EDITOR ’ S QUESTION
STEVE STONE , HEAD OF RUBRIK ZERO LABS
The first piece of complacency organizations must guard against is the notion a reduction in ransomware attacks will mean businesses are more secure . There are a few big-picture things to keep in mind . First , although attacks do appear down , this is solely compared to the previous year which broke all records .
Second , simply measuring volume misses the rapidly growing complexity of ransomware . From nationstate-supported attacks to Ransomware-as-a-Service profoundly changing the criminal market , a lot is happening aside from just counting the number of ransomware events .
In other words , ransomware attacks are evolving and those behind them are refining their methods . As long as there is money to be made in ransomware , the threat will continue . For example , last year we saw an undeniable rise in attacks involving data theft combined with encryption events . While this wasn ’ t fully new to 2022 , attackers ’ preference for multiple extortion options became clear over the last year . It is likely this trend will continue to accelerate over the coming year , though with a new shakedown method woven in – the threat of data destruction .
Cast your mind back to Australia ’ s highest-profile attacks last year . There was a clear trend of attackers favoring data exfiltration and extortion over encryption , but the impact on the victims – and their customers – was no less devastating . As such , we expect to see a corresponding decrease in pure encryption-style ransomware events .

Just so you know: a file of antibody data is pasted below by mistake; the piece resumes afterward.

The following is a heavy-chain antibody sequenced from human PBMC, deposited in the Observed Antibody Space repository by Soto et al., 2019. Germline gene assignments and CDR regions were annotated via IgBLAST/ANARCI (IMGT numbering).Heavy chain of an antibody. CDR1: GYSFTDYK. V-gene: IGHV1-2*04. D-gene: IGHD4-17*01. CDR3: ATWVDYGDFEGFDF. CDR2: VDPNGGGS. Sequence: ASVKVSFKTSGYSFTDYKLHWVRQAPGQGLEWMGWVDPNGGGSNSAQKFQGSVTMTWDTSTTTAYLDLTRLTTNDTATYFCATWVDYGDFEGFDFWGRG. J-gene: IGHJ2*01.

Why is this likely to happen ? There are three reasons at play .
Firstly , technology and best practices are improving victims ’ ability to recover data without paying the ransom for a decryptor . Further , organizations now understand that paying for a decryptor often results in lost data or subsequent ransom demands . This negates any potential payout the attacker might receive .
Secondly , cybercriminals have realized the ‘ hack and leak ’ ransomware method provides a secondary way to monetize their efforts . This becomes more pronounced as regulations and governance requirements increase .
Thirdly , it is much easier to steal data and threaten to leak or destroy it than it is to create an effective encryption / decryption tool . Simultaneously , data destruction can place extreme stress on the victim , which acts in the cybercriminal ’ s favor and that is why we expect to see this become more commonplace in 2023 .
So , while the threat being levelled at the victim is evolving , the core premise remains the same – infiltrate an organization , attack their data , hold it to ransom .
Ransomware as we know it might be changing , but the threat isn ’ t going anywhere . This is why combining infrastructure security measures with data security is critical for cyber-resilience , ensuring your organization can quickly get back up and running .
Ransomware as we know it might be changing , but the threat isn ’ t going anywhere .
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